Sunday, February 28, 2010

Chinese Pride

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Last week, as we do every year, we went into the city to watch the Chinese New Year Parade.

We typically catch a train and make an afternoon of it.

My son seems to enjoy it, but it seems to be more important to me and my wife. My mother-in-law has of course seen it all before, and I get the feeling that she simply tags along just to get out of the house, rather than having a special connection to the event.

For me and my wife however, we both feel a sense of pride in this event, for different reasons of course.

We get to see the normal characters and events one expects on such a day, including the lion, the dragon, the fireworks and of course the dragon boat races.

For me however I get most enjoyment in watching the parade, where I see a procession of Chinese in many glorious outfits, all representing some unique group or ocassion, and many of whom seem to have come directly from China,  who walk with their chest out and their head high, and an obvious sense of pride in their heritage.

This is really lovely to watch.

The pride is contagious, and I also feel proud on behalf of my son and my wife.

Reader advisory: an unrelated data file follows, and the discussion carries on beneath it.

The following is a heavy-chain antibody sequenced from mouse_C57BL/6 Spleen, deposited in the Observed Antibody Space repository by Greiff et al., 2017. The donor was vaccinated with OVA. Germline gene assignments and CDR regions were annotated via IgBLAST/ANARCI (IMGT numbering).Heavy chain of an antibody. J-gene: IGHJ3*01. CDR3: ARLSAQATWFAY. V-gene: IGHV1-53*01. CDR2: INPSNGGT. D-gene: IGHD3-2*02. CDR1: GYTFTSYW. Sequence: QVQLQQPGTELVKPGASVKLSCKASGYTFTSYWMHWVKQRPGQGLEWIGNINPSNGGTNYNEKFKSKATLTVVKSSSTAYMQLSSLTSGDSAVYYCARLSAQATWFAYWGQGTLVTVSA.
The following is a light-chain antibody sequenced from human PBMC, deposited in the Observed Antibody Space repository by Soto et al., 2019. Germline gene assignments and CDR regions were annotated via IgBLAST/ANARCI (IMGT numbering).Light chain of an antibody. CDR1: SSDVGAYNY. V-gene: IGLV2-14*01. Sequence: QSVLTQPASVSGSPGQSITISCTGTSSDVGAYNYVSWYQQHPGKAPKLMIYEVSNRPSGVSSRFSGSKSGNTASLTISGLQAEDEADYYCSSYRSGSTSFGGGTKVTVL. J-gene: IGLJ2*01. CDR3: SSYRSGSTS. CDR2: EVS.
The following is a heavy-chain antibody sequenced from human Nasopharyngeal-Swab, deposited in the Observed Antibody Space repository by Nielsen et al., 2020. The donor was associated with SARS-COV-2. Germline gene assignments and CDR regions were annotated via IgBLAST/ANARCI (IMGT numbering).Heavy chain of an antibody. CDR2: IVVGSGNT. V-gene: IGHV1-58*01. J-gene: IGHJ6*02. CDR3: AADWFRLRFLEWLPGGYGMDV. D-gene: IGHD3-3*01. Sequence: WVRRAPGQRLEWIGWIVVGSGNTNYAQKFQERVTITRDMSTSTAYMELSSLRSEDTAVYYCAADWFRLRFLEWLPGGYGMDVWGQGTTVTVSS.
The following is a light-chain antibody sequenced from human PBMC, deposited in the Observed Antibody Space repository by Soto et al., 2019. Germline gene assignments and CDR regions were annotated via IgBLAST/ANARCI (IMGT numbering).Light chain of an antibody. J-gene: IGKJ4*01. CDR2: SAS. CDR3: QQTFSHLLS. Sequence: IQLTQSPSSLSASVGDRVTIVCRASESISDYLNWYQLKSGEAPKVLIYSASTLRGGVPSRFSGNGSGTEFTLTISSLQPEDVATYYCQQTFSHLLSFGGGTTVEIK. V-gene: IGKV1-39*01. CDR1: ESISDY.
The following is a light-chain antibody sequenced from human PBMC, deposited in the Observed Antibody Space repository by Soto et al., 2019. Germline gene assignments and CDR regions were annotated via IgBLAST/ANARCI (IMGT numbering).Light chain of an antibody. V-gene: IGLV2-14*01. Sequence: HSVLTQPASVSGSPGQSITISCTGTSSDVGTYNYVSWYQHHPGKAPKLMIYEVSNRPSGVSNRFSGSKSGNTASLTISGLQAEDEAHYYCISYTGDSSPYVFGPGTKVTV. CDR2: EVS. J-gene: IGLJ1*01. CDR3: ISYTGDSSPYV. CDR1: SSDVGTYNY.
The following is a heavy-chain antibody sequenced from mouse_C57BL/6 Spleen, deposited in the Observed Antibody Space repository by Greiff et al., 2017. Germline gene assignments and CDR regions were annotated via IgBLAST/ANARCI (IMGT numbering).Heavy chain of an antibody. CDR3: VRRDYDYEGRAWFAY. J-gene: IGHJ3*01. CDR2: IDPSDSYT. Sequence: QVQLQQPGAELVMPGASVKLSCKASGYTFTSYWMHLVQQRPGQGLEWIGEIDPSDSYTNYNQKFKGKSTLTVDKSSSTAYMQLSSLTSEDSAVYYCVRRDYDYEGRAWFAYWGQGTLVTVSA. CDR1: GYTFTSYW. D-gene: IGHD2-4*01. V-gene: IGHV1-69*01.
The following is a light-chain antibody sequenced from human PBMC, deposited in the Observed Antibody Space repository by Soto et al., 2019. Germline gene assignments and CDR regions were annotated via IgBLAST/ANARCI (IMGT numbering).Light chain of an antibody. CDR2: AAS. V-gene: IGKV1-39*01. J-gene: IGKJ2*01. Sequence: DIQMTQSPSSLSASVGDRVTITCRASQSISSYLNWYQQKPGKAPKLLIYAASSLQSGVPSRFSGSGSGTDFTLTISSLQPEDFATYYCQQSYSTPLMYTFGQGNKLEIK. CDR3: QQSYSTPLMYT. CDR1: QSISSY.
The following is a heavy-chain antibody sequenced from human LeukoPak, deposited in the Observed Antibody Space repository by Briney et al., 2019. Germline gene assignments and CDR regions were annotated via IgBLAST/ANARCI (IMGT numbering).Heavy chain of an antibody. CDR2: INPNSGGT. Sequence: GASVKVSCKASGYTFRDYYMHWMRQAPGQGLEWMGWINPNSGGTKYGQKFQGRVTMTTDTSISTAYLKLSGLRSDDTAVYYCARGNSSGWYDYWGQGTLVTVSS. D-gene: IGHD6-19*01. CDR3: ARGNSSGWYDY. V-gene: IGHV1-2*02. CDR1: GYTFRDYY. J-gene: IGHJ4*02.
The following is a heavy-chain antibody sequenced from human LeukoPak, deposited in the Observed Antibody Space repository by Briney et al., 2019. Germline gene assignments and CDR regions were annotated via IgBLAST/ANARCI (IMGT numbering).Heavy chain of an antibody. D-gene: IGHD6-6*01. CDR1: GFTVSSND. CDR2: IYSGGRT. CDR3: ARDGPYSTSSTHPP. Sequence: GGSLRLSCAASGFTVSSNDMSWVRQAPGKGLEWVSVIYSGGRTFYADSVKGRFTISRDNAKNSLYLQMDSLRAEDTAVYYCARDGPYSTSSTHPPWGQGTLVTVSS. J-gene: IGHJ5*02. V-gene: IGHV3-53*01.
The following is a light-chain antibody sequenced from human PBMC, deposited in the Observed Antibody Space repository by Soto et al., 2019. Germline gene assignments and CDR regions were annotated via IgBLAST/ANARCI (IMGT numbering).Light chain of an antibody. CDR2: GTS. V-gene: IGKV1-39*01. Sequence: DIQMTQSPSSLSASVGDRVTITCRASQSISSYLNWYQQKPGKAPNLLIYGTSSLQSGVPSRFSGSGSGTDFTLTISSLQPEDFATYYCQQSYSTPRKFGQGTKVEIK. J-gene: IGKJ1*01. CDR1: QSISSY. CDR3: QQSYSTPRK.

This is a really important distiction between the Chinese in this country, and possibly around the world, and other ethnic groupings.

The Chinese seem to have a genuine desire to intergrate and fully engage in the country and community that they are part of.You in fact see a real over-representation of Chinese when you visit the local swimming pools, RSL clubs, children's sporting events, some entertainment venues and educational facilities. This is not necessarly the case with some other ethnic identities, so it seems that the Chinese really try and embrace all the opportunities in life that comes their way.

But importantly, they do not abandon their own identity or heritage in the process.

So rather than remain isolated in their own identity on the one hand, or lose their identity completely on the other, they seem to manage a balance which is both of best worlds.

I hope very much that my son will also adopt this view of the world, which I believe is not only healthy to the individual, but also a blessing to the broader community as well.

Wednesday, February 10, 2010

Chinese Relations